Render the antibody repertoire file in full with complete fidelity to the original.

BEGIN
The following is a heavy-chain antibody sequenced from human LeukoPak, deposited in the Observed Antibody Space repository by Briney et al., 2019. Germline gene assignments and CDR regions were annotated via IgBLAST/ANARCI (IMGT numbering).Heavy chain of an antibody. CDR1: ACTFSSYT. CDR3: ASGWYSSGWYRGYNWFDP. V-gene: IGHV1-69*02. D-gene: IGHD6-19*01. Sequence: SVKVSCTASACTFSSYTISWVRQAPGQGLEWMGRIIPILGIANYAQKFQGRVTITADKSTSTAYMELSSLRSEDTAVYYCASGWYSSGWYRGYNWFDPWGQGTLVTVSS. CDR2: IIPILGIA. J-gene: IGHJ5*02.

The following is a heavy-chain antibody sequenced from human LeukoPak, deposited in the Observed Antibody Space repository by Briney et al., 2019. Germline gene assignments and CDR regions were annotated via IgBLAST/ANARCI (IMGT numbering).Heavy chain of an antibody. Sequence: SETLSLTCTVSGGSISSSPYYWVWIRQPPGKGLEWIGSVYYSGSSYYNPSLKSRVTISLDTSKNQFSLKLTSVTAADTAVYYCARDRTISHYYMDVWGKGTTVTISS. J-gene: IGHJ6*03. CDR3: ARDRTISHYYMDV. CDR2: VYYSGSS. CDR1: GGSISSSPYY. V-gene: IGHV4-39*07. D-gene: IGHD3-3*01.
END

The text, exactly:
The following is a heavy-chain antibody sequenced from human LeukoPak, deposited in the Observed Antibody Space repository by Briney et al., 2019. Germline gene assignments and CDR regions were annotated via IgBLAST/ANARCI (IMGT numbering).Heavy chain of an antibody. CDR1: ACTFSSYT. CDR3: ASGWYSSGWYRGYNWFDP. V-gene: IGHV1-69*02. D-gene: IGHD6-19*01. Sequence: SVKVSCTASACTFSSYTISWVRQAPGQGLEWMGRIIPILGIANYAQKFQGRVTITADKSTSTAYMELSSLRSEDTAVYYCASGWYSSGWYRGYNWFDPWGQGTLVTVSS. CDR2: IIPILGIA. J-gene: IGHJ5*02.

The following is a heavy-chain antibody sequenced from human LeukoPak, deposited in the Observed Antibody Space repository by Briney et al., 2019. Germline gene assignments and CDR regions were annotated via IgBLAST/ANARCI (IMGT numbering).Heavy chain of an antibody. Sequence: SETLSLTCTVSGGSISSSPYYWVWIRQPPGKGLEWIGSVYYSGSSYYNPSLKSRVTISLDTSKNQFSLKLTSVTAADTAVYYCARDRTISHYYMDVWGKGTTVTISS. J-gene: IGHJ6*03. CDR3: ARDRTISHYYMDV. CDR2: VYYSGSS. CDR1: GGSISSSPYY. V-gene: IGHV4-39*07. D-gene: IGHD3-3*01.